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Career Definition for a Legal Nurse Consultant
Since many legal industry professionals do not understand medical terminology or know how to read medical records, legal nurse consultants (LNCs) serve to bridge the gap between the medical and legal industries. Legal nurse consultants are registered nurses who offer medical information to legal entities and professionals about medical-related cases. Expert advice may constitute identifying standards of care, reviewing medical records or preparing reports and summaries about injuries or illnesses.
|Education||2- or 4-year degree in nursing, registered nursing license, additional LNC training; voluntary certification available through the American Association of Legal Nurse Consultants|
|Job Skills||Detail orientation, communication skills, research skills, computer skills, marketing and advertising skills, networking skills|
|Median Salary (2015)*||$67,940 for all registered nurses|
|Job Growth (2014-2024)*||16% increase for all registered nurses|
Source: *U.S. Bureau of Labor Statistics
Legal nurse consultants must first become registered nurses (RNs). Aspiring RNs typically complete either a 2- or 4-year degree in nursing. After earning their RN license, nurses can complete a 6-week program in LNC training. Students take courses in legal terminology and the legal system, as well as study cases of medical malpractice. Additional courses may include ethics, criminal law, informed consent, the LNC's role, work environments and medical records.
Licensure and Certification
Registered nurses must be licensed by the state they work in. In most states, nurses must pass the National Council Licensure Examination (NCLEX-RN) to become licensed. Additionally, those wishing to work as LNCs may seek certification from a nationally recognized organization, such as the American Association of Legal Nurse Consultants.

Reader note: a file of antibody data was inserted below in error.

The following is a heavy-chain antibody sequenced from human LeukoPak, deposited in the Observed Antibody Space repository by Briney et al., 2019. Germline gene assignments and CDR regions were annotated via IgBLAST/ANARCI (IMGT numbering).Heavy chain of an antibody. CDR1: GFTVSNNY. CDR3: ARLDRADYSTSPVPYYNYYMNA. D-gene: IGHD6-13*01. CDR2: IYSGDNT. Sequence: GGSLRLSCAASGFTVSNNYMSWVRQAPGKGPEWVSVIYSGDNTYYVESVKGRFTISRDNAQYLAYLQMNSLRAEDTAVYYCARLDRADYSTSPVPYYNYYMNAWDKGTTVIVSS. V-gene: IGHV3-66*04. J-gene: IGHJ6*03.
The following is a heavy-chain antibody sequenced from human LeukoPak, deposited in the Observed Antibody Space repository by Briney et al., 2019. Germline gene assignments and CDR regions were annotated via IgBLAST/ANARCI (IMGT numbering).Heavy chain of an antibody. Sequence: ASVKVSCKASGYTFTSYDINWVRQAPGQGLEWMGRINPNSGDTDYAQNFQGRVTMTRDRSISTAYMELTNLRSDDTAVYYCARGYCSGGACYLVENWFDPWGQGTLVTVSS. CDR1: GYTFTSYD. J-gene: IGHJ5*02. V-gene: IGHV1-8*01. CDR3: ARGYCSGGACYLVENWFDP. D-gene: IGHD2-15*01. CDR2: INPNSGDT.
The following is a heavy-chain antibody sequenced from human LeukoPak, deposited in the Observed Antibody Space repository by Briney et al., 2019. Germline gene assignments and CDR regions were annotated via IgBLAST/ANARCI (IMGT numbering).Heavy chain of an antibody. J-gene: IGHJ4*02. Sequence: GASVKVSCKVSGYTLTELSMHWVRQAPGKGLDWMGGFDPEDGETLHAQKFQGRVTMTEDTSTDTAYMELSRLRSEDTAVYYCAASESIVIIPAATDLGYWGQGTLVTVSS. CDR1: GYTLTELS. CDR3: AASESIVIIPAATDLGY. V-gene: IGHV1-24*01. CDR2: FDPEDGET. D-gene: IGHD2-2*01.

Legal nurse consultants should be detail-oriented and have good communication skills so that they may provide accurate information to legal professionals. They need the ability to conduct legal research using manual and computerized systems and to write up the results. Freelance LNCs may need marketing and advertising skills and the ability to network in order to find positions.
Career and Economic Outlook
According to the U.S. Bureau of Labor Statistics (BLS), the median annual salary for all registered nurses, including legal nurse consultants, was $67,940 in May 2015. The BLS projects that jobs for registered nurses will increase at a much faster-than-average rate of 16% from 2014 to 2024.
Alternative Career Options
Outside of legal nurse consulting, think about these options in the legal and nursing fields:
Those more interested in the legal research and writing aspects of the legal nurse consultant career than the nursing aspect may prefer a career as a paralegal. Paralegals perform legal research in a variety of fields, or they may specialize in just one, such as healthcare. Associate's and bachelor's degree programs are available in paralegal studies, but paralegals can enter the career field in a variety of ways. Voluntary certification is available from professional organizations. In May 2015, paralegals and legal assistants earned a median annual salary of $48,810, according to the BLS. The BLS projects that this career field will grow at an average rate of 8% from 2014 to 2024.
Like legal nurse consultants, nurse practitioners begin their careers as registered nurses. The next step for nurse practitioners is to complete a master's degree or doctorate in advanced practice nursing. Nurse practitioners must be licensed, which requires passing a licensure exam. Additionally, certification in a specialized field, such as geriatric health or family health, is required by most states. According to the BLS, the median annual salary for nurse practitioners was $98,190 in May 2015. This career field is growing at a much faster-than-average rate. Jobs for nurse practitioners are projected to increase by 35% from 2014 to 2024, according to the BLS.